How best to provide quality long-term care for Florida's elderly residents is more than a thorny problem. It is "a human and financial crisis in the making," said Insurance Commissioner Tom Gallagher. Gallagher last week broke a Florida tradition _ the habit of waiting until a crisis is full blown to begin trying to address it _ by forming a 31-member Long-Term Care Advisory Panel to study the developing problems of long-term care and devise strategies to solve them.
An important part of Gallagher's charge to that panel was to find ways to make in-home care, often the most comfortable option for the elderly and potentially the least costly, a viable choice for more families.
Today Florida has 196,000 residents over the age of 85. In 10 years that number will approach 350,000. The number of Floridians over 65 years of age is expected to increase almost 300 percent by 2020.
With improved medical care and the aging of the baby-boom generation, the percentage of elderly in the population will grow too quickly for existing systems to meet the demand. Even now, more than 9,000 elderly Florida residents are on waiting lists for community programs and many more face an uncertain future because they can't afford private care but don't qualify for financial assistance programs.
Residents who have the resources to go to nursing homes may spend their days contemplating financial disaster _ the institutions are so expensive they quickly eat up a lifetime of savings. And though many nursing homes provide quality care, there is no guarantee. A study by Gallagher's staff noted that more than 2,000 cases of abuse or neglect were found in Florida institutions last year alone.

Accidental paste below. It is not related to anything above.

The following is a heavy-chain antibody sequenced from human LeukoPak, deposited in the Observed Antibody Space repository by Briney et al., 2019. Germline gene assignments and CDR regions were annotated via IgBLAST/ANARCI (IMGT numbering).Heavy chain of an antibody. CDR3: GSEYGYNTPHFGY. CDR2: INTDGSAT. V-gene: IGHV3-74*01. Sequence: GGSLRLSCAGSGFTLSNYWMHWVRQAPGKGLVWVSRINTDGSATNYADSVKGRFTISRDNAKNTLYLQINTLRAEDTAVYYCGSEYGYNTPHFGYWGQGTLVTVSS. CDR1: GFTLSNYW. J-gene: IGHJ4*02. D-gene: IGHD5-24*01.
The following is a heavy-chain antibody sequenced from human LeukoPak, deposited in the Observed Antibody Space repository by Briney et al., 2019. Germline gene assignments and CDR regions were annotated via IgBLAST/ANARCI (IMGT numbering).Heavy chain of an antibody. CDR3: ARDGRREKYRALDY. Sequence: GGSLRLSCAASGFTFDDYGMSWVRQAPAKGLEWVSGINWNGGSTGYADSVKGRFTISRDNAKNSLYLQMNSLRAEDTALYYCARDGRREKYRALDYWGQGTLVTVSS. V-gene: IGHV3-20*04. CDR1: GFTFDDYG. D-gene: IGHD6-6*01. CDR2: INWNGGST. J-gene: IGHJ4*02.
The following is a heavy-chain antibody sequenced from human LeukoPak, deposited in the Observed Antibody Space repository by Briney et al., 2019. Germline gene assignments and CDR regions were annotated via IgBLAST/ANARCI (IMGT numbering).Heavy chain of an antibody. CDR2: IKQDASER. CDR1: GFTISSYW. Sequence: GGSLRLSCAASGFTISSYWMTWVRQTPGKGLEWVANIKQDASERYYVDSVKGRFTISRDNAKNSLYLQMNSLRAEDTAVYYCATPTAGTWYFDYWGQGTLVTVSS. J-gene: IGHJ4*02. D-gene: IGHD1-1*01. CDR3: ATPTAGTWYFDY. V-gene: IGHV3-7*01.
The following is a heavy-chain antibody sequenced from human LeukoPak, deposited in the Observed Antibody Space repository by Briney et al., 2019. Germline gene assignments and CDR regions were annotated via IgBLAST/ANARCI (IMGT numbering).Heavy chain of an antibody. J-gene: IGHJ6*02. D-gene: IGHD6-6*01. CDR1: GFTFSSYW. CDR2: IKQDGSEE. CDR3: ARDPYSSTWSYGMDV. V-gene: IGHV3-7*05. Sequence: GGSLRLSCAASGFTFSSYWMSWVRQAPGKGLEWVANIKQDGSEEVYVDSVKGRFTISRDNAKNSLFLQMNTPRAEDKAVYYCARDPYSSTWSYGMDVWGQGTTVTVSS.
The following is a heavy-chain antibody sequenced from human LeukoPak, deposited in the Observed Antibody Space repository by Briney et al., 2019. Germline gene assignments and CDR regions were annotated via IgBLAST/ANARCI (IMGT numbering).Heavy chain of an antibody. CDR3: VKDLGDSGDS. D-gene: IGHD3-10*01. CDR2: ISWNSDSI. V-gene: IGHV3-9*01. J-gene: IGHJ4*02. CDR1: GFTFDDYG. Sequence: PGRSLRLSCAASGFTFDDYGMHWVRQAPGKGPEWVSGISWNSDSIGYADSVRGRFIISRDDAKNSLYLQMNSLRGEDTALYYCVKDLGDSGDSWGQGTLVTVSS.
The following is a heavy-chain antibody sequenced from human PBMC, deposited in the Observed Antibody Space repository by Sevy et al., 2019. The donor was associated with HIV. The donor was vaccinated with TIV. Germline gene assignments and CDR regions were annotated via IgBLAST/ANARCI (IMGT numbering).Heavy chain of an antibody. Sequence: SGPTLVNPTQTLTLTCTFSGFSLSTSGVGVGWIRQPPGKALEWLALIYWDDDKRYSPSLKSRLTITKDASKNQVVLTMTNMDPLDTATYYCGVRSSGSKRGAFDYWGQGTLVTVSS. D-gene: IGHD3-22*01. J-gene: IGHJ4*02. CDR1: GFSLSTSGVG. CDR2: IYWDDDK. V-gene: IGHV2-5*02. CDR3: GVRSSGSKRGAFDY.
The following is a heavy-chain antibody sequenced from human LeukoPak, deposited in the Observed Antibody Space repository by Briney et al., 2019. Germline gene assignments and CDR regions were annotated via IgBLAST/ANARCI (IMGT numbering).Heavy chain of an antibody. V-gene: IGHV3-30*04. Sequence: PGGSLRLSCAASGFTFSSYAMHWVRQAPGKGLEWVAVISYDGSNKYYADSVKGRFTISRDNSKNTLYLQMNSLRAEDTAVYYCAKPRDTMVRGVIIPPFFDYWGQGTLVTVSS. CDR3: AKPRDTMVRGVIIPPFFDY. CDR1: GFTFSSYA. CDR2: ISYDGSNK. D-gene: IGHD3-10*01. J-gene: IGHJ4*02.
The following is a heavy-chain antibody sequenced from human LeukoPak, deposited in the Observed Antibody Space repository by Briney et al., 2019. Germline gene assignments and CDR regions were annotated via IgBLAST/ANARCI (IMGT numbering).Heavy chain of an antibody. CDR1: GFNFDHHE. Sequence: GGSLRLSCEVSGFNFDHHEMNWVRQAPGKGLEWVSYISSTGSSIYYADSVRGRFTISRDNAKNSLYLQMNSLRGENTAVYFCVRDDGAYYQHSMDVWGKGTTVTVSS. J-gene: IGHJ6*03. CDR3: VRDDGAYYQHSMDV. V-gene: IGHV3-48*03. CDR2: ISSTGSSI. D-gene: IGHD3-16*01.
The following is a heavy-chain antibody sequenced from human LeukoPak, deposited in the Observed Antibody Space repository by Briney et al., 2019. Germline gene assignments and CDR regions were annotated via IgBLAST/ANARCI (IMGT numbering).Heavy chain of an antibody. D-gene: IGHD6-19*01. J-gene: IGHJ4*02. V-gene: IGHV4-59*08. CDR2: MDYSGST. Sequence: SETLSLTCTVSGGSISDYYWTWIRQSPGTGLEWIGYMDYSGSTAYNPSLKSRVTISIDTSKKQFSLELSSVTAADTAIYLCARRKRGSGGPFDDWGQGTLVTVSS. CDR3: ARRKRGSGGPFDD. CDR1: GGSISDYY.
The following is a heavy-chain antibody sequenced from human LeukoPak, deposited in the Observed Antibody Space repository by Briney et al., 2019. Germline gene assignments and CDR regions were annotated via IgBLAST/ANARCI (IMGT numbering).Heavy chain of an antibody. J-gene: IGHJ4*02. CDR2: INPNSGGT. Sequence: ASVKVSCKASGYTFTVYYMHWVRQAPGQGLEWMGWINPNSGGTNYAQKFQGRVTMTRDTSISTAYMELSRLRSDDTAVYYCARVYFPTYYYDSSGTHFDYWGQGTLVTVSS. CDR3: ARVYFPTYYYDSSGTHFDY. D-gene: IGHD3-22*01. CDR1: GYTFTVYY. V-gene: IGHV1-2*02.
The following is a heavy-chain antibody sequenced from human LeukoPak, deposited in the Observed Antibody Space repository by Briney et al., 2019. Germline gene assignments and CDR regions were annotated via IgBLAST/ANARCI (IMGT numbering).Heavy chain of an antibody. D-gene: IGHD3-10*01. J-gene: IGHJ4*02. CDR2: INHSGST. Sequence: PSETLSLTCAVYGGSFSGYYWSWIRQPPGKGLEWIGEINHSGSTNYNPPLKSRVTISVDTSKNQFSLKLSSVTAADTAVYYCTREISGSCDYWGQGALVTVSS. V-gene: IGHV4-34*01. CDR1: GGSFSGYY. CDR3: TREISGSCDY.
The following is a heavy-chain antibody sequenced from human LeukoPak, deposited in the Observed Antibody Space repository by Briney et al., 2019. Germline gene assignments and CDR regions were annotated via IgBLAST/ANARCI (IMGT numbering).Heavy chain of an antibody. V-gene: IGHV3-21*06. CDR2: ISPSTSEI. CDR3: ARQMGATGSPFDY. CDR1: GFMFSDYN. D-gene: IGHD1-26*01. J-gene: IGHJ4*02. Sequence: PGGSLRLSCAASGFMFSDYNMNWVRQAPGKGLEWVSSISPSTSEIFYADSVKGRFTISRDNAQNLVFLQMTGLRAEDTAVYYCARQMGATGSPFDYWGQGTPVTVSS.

Long-term care is not just a concern of the elderly. Many younger people find themselves over a barrel financially when they must pay for the care of elderly parents while still raising children and trying to save for their own retirement years.
The panel, if it is serious about its task, will grapple with difficult questions. What kinds of long-term care options should be available if Florida is to serve adequately its elderly residents? Is a comprehensive state or federally operated system a better alternative than the current mish-mash of programs? How can programs be financed so they are on firm financial footing, yet affordable for families? How can institutional care be improved and regulated so that helpless patients are not abused or forced to endure years of neglect?
Gallagher is to be commended for seeking answers now rather than later. When the panel completes its work, we hope state legislators and Florida taxpayers will be ready to do their part. Gallagher already has a question for those who might be reluctant to confront the growing problem of caring for the elderly: How much will it cost our conscience to ignore another human need?